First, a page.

28 Mar Sandesh( The milky sweet from the eastern culture)
My team member at work is off to Kolkata for a holiday and guess what, my first reaction was a request to bring back a box of the customary Bengali “Sandesh” .How I love to relish them.
“Sandesh”, the erthswile Bengali sweet, is synonymous with the eastern culture and is a gastronomy delight . Any festivals, good news, a promotion, a new house or even a small happiness is not complete without a box of sandesh as offerings or giveaways. That completes the pleasantries and the happiness.That is how sandesh is imbued into this culture.. A milky sweet with absolute no cooking required nor oil/butter, it is quite fascinating to believe in its simplistic technique and yet outstanding taste..And as it is one of the easiest of all sweets to be made, because it needs nothing except milk (esp full cream milk), with zero calories, yet ironically enough; its easy accessibility and availability and low pricing across the sweet shops in this part of the region(the eastern belt in India) is the reason perhaps of this sweet not being prepared at home often..
Nor do I make them, only when my milk curdles at times, having being kept out for long.That’s the only time I make these wonderfully moist sweet delights and that’s the only time this yummy sweet makes an appearance in my house, beautiful soft yummy milky morsels .
So today was one of those days when while warming my milk, it curdled on its own, a consequence of the packet being kept out for long is what I would like to believe..
So I had a choice of converting this ‘chenna’ (the milk solids are called so when curdled)into either home made cottage cheese and use it for cottage cheese curry or anything else, the other option being to make sweets be it Sandesh, Ras malai, Malai chom chom or Kalakand.
I choose to make a sweet since I dont really get to savor this sweet in Mumbai that often. Not one of the favorites in the list of sweets in Mumbai , you generally don’t find Sandesh in Mumbai except in the few exclusive Bengali sweet shops( Sweet Bengal and Makhan Bhog) and some other sweet marts.
Another variation is zaffrani sandesh, where saffron is added to the milk . It will attain a rich saffron colored look and that is your “Zaffrani Sandesh”. Zaffran connotes Saffron.
For Indians like me, born into the eastern culture , this needs no explanation. Its been on of my favorite sweets, having born in that culture where “sandesh” is ingrained into our rituals and connotes with our happy and joyous moments of life. In short, its synonymous with the good things in life. Its so soft with minimal calories, hence light on the system that its almost impossible to stop at one ..Soft and juicy, it just melts in your mouth. Isn’t its just amazing?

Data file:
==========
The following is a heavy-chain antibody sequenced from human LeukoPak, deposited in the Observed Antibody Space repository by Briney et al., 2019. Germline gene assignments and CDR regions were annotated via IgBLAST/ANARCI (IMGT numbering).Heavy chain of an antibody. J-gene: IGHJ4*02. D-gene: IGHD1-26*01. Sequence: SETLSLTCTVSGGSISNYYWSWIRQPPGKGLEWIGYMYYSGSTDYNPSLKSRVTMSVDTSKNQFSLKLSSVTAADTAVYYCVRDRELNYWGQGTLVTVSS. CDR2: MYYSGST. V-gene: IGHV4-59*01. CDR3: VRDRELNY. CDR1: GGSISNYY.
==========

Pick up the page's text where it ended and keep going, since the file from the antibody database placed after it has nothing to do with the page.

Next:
So don’t wait, just try, make these sweets and celebrate with your family and friends. For the lesser known audience , this represents a new sweet , new taste , and wont fail to satiate you for sure. Away from the fatty oily ghee rich sweets in the market this one is a total breakaway , a simple yet deliciously moist and absolutely healthy with calcium of the milk intact…And yes, no calories. isn’t it enough to motivate you for warming up to this beautiful delight ??
- Milk ½ litre
- Juice of half a lemon
- Sugar ½ cup powdered or ¾th cup ungrinded
- Pistas/dry fruits a few for garnishing
- few strands of saffron soaked in warm milk for decor
- few drops vanilla essence/ pinch of cardamon powder( any one)
- In a big heavy bottom pot on high heat, bring the milk to a boil and reduce the heat.
- Reduce the heat to low and add the lemon juice, stirring occasionally.
- Let it rest for 2 to 3 minutes, until the milk solids have been separated.
- Strain the water out and reserve the solids.
- This will be your 'chhana'(the milk solids).
- In a large bowl or a plate, start mashing it with your hands until smooth and soft .
- Now add powdered sugar and cardamom powder/ vanilla essence. Mix well with hands.
- You need to keep mashing for quite a white to get the smooth texture.
- Take a deep pan,and cook the mixture on a very low flame for a few minutes
- Stir continuously with a flat wooden spoon.
- But ensure that you cook just for a few minutes otherwise the mixture will break into small separate granules and it will be impossible to form balls then.
- The chenna is done when the mixture leaves the side of the pan and it is neither too dry nor too moist.
- Take off from the pan and for a smooth texture, blend the mixture just for a few seconds.
- Take small balls of the mix and shape them into sandesh by pressing a little from the top.